'Collective Making' as knowledge mobilisation: the contribution of participatory design in the co-creation of knowledge in healthcare

LANGLEY, Joe, WOLSTENHOLME, Dan and COOKE, Jo (2018). 'Collective Making' as knowledge mobilisation: the contribution of participatory design in the co-creation of knowledge in healthcare. BMC Health Services Research, 18, p. 585.

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Link to published version:: https://doi.org/10.1186/s12913-018-3397-y
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    Abstract

    The discourse in healthcare Knowledge Mobilisation (KMb) literature has shifted from simple, linear models of research knowledge production and action to more iterative and complex models. These aim to blend multiple stakeholders’ knowledge with research knowledge to address the researchpractice gap. It has been suggested there is no 'magic bullet', but that a promising approach to take is knowledge co-creation in healthcare, particularly if a number of principles are applied. These include systems thinking, positioning research as a creative enterprise with human experience at its core, and paying attention to process within the partnership. This discussion paper builds on this proposition and extends it beyond knowledge co-creation to co-designing evidenced based interventions and implementing them. Within a co-design model, we offer a specific approach to share, mobilise and activate knowledge, that we have termed 'collective making'. We draw on KMb, design, wider literature, and our experiences to describe how this framework supports and extends the principles of co-creation offered by Geenhalgh et al[1] in the context of the state of the art of knowledge mobilisation. We describe how collective making creates the right ‘conditions’ for knowledge to be mobilised particularly addressing issues relating to stakeholder relationships, helps to discover, share and blend different forms of knowledge from different stakeholders, and puts this blended knowledge to practical use allowing stakeholders to learn about the practical implications of knowledge use and to collectively create actionable products. We suggest this collective making has three domains of influence: on the participants; on the knowledge discovered and shared; and on the mobilisation or activation of this knowledge.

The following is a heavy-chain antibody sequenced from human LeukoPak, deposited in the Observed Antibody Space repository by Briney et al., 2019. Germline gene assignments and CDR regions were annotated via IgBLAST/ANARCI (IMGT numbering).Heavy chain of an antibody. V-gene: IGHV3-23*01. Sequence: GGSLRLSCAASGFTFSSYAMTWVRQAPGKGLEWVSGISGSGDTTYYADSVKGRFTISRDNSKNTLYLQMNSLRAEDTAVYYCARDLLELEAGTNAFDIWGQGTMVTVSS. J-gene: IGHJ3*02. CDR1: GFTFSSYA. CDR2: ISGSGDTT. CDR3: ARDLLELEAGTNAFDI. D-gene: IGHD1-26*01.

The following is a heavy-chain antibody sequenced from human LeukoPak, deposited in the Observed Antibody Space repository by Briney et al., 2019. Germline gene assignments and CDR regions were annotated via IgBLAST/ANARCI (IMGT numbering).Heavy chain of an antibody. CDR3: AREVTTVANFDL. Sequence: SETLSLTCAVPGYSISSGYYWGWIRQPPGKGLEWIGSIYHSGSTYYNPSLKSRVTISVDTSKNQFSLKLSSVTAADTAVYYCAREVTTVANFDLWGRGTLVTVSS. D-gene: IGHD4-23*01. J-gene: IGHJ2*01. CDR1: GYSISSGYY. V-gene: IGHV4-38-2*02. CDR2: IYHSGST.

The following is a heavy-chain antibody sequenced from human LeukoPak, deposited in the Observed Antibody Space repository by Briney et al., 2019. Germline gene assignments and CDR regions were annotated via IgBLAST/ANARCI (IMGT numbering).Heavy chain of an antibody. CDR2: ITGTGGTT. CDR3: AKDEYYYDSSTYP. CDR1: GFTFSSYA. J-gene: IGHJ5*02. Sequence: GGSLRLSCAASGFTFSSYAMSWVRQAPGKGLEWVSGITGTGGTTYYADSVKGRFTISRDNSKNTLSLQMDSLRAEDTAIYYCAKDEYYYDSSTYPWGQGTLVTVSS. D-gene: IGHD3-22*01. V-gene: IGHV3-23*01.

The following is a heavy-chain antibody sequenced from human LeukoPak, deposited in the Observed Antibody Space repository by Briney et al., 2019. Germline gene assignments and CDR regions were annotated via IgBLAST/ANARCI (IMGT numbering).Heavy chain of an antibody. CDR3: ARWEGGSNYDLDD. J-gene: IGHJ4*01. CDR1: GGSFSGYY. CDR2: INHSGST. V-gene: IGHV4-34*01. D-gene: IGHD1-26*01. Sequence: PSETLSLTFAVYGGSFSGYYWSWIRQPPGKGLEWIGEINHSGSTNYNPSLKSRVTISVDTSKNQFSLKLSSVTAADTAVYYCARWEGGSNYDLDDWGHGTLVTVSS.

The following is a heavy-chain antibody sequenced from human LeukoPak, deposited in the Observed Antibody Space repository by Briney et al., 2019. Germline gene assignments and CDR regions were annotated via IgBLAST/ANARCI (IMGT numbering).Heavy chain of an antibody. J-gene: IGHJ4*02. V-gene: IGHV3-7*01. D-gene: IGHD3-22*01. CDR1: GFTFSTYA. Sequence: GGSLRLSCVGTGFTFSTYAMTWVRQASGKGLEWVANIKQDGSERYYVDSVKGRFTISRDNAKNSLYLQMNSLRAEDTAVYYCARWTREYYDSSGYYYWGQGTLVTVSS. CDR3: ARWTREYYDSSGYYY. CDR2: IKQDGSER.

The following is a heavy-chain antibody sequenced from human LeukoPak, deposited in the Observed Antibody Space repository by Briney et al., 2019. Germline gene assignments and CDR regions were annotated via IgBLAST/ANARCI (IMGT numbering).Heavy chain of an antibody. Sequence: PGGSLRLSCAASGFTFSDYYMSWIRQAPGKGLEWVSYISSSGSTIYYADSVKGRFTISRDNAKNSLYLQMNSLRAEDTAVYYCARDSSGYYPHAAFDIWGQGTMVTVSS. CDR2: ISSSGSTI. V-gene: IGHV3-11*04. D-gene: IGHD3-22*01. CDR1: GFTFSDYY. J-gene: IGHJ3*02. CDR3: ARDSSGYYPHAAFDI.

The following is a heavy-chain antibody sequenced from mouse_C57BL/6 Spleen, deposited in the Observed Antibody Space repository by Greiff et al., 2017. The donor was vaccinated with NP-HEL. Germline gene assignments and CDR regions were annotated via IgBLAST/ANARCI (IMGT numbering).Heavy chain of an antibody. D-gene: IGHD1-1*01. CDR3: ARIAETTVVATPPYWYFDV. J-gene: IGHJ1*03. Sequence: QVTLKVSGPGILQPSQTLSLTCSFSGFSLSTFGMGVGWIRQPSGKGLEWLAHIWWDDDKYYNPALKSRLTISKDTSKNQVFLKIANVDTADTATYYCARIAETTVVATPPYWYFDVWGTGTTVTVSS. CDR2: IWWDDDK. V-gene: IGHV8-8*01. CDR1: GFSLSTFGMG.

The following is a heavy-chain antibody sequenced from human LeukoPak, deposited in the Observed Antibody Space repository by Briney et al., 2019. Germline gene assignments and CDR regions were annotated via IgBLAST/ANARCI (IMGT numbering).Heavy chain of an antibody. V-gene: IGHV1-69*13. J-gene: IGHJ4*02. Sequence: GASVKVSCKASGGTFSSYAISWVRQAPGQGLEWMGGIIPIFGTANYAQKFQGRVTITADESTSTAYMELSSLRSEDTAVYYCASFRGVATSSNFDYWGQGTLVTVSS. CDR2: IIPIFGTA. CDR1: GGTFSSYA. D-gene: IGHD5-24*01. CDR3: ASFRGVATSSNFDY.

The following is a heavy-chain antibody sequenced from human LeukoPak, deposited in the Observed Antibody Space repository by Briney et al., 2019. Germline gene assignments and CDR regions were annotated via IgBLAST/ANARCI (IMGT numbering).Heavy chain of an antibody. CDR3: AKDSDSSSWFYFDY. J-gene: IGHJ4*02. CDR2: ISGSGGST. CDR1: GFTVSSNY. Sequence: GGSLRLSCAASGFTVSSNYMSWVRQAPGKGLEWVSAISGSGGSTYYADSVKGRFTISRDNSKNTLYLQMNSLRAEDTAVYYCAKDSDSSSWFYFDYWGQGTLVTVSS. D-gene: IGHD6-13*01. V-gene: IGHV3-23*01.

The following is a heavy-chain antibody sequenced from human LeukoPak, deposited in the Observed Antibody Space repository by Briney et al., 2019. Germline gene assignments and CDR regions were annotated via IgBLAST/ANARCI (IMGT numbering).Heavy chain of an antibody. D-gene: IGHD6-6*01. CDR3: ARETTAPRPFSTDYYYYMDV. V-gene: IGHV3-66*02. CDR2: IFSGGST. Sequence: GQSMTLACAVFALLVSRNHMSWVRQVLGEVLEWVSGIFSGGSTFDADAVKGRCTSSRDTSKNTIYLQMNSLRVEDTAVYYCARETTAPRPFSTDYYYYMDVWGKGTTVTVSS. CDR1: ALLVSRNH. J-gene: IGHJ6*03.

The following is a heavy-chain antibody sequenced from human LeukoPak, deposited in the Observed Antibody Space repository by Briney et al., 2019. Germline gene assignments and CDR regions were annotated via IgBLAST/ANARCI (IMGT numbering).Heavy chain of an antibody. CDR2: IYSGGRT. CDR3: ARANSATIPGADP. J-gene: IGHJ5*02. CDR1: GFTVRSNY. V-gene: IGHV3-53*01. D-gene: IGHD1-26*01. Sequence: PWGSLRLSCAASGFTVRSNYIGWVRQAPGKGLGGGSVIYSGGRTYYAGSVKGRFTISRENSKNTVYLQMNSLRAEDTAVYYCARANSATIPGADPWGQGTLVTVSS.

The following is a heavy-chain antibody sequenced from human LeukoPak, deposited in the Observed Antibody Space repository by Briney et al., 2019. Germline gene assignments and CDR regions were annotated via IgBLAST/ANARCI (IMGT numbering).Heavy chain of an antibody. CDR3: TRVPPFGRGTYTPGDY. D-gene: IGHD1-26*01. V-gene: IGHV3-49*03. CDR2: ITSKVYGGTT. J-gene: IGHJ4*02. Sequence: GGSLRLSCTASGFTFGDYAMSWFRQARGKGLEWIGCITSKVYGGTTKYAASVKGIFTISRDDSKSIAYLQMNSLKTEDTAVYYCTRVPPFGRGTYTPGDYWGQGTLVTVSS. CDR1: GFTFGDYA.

Item Type: Article
    Research Institute, Centre or Group - Does NOT include content added after October 2018: Centre for Health and Social Care Research
    Cultural Communication and Computing Research Institute > Art and Design Research Centre
    Identification Number: https://doi.org/10.1186/s12913-018-3397-y
    Page Range: p. 585
    Depositing User: Jill Hazard
    Date Deposited: 23 Jul 2018 10:41
    Last Modified: 16 Nov 2018 14:10
    URI: http://shura.shu.ac.uk/id/eprint/22066

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